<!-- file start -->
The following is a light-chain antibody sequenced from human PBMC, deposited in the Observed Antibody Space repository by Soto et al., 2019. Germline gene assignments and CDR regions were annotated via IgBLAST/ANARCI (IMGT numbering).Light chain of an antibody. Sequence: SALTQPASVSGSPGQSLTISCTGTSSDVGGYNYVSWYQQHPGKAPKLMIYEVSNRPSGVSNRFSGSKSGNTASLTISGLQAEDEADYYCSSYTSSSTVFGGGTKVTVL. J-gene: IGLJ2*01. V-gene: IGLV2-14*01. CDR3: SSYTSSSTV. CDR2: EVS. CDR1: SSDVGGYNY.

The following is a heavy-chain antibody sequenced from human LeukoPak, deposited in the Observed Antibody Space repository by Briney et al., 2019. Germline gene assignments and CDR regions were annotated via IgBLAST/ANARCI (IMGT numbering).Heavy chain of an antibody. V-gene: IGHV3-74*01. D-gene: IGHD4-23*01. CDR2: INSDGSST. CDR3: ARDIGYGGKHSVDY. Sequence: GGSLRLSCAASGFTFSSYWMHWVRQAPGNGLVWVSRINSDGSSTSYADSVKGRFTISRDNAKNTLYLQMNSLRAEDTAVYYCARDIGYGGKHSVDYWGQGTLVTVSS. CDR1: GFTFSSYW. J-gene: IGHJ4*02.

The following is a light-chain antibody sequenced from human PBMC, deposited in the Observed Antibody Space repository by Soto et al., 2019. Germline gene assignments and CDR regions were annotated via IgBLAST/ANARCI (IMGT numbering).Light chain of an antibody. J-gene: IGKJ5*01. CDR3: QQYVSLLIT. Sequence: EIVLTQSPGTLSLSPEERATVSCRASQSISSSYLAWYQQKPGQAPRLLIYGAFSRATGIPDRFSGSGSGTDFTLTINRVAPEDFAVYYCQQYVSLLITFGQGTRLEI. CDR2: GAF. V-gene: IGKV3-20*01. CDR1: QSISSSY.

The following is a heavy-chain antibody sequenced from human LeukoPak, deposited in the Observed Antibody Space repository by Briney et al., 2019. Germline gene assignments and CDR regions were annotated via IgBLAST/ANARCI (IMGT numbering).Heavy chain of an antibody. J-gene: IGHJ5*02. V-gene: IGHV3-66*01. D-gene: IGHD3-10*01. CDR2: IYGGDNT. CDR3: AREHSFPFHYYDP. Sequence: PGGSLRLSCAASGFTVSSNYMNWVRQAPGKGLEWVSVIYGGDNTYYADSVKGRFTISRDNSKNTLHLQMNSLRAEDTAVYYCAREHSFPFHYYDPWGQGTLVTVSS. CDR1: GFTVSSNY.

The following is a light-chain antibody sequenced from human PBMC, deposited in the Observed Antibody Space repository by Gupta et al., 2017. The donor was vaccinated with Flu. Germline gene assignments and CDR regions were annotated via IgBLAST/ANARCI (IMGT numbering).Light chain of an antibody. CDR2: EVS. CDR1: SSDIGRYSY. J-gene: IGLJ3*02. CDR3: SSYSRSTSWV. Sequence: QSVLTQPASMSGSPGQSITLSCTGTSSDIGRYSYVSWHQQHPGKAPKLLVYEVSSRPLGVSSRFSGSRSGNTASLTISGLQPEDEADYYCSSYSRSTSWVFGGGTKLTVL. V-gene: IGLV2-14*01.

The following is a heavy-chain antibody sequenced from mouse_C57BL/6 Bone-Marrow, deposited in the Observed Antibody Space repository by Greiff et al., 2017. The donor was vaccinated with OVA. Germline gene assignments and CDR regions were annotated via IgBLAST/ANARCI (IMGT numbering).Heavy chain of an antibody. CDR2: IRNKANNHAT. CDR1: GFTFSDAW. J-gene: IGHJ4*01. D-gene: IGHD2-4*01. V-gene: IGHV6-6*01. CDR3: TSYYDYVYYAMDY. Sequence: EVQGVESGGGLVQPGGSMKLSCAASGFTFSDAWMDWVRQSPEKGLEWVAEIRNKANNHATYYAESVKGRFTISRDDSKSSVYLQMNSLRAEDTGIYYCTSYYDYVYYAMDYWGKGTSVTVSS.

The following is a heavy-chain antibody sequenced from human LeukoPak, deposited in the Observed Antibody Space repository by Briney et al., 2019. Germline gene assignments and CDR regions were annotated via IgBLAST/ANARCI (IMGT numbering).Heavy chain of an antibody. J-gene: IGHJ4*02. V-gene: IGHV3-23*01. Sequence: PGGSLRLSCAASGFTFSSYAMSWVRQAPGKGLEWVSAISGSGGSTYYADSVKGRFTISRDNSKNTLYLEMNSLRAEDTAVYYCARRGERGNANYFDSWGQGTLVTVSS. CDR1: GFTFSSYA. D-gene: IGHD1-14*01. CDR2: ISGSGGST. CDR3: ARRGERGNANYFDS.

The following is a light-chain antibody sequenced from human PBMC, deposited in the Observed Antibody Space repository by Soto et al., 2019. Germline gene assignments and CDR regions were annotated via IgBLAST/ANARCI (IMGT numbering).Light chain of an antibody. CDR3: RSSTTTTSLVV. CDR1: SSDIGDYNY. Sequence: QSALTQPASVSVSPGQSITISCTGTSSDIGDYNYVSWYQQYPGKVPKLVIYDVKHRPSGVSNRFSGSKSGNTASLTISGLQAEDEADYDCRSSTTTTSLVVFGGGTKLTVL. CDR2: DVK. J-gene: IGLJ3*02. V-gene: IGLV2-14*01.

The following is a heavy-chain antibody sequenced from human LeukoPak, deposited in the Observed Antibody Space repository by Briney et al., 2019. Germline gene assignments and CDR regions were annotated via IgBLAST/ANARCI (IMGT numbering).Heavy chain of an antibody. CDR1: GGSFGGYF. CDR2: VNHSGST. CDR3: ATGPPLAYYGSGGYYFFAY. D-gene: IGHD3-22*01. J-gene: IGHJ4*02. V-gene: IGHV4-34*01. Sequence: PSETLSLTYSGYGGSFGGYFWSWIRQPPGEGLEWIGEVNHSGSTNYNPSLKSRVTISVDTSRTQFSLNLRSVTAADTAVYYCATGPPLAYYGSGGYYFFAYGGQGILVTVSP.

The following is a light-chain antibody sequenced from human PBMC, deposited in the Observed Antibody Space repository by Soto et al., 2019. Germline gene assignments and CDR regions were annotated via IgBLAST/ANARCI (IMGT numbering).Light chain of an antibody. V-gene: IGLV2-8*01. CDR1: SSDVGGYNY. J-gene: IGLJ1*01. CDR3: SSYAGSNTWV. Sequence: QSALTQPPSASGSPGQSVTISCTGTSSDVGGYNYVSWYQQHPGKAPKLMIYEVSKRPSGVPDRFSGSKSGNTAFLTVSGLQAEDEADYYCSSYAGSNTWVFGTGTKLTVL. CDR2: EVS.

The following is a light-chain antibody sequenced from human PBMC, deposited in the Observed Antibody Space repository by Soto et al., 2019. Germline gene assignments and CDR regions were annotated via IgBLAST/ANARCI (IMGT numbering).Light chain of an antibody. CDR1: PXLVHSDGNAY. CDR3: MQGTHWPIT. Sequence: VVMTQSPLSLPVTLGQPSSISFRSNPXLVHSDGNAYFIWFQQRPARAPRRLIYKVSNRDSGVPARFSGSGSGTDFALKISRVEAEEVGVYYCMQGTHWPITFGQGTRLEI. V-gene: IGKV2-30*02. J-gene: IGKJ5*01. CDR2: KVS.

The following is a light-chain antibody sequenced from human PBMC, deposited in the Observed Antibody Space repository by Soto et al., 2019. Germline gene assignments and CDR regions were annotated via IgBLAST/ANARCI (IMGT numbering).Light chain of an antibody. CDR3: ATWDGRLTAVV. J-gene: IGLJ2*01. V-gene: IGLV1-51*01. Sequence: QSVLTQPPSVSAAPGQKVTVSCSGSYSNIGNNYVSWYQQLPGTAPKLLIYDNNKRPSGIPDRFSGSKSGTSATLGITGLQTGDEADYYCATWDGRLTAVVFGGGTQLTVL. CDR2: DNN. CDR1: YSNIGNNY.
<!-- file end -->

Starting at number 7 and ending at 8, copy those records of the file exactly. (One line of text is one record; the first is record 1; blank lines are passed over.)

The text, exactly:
The following is a heavy-chain antibody sequenced from human LeukoPak, deposited in the Observed Antibody Space repository by Briney et al., 2019. Germline gene assignments and CDR regions were annotated via IgBLAST/ANARCI (IMGT numbering).Heavy chain of an antibody. J-gene: IGHJ4*02. V-gene: IGHV3-23*01. Sequence: PGGSLRLSCAASGFTFSSYAMSWVRQAPGKGLEWVSAISGSGGSTYYADSVKGRFTISRDNSKNTLYLEMNSLRAEDTAVYYCARRGERGNANYFDSWGQGTLVTVSS. CDR1: GFTFSSYA. D-gene: IGHD1-14*01. CDR2: ISGSGGST. CDR3: ARRGERGNANYFDS.

The following is a light-chain antibody sequenced from human PBMC, deposited in the Observed Antibody Space repository by Soto et al., 2019. Germline gene assignments and CDR regions were annotated via IgBLAST/ANARCI (IMGT numbering).Light chain of an antibody. CDR3: RSSTTTTSLVV. CDR1: SSDIGDYNY. Sequence: QSALTQPASVSVSPGQSITISCTGTSSDIGDYNYVSWYQQYPGKVPKLVIYDVKHRPSGVSNRFSGSKSGNTASLTISGLQAEDEADYDCRSSTTTTSLVVFGGGTKLTVL. CDR2: DVK. J-gene: IGLJ3*02. V-gene: IGLV2-14*01.